Section 377 of the British Indian penal code

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Chapter XVI, Section 377 of the Indian Penal Code dating back to the 6th of October in 1860,[1] introduced during the British rule of India (modelled on the Buggery Act of 1533,[2]) criminalises sexual activities "against the order of nature", arguably including homosexual sexual activities. On 6 September 2018, the Supreme Court of India ruled that the application of Section 377 to consensual homosexual sex between adults was unconstitutional, "irrational, indefensible and manifestly arbitrary",[3] but that Section 377 remains in force relating to sex with minors, non-consensual sexual acts, and bestiality.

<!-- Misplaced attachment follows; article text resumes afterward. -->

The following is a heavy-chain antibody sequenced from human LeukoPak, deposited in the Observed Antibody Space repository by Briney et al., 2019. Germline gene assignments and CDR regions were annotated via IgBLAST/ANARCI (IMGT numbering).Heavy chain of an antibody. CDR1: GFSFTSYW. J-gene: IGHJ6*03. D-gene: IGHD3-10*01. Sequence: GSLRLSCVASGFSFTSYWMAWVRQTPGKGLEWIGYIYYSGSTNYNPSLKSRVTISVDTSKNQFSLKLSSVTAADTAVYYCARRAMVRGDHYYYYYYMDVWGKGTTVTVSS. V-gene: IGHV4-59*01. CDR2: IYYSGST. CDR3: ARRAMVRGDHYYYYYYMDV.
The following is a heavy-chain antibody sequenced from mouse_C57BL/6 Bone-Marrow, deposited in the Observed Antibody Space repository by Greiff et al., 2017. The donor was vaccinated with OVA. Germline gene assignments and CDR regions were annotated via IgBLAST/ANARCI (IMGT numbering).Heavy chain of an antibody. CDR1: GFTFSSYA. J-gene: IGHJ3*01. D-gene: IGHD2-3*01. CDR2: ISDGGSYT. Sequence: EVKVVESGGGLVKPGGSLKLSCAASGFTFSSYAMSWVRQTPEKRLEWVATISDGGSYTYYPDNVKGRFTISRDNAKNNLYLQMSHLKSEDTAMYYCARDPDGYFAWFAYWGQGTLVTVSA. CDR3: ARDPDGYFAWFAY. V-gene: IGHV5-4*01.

References[change | change source]

  1. Harris, Gardiner (11 December 2013). "India's Supreme Court Restores an 1861 Law Banning Gay Sex". The New York Times.
  2. Kediyal, Chaitanya (28 January 2016). "Tracing the history of Section 377 of IPC". Factly. Retrieved 4 November 2017.
  3. Rajagopal, Krishnadas (7 September 2018). "SC decriminalises homosexuality" – via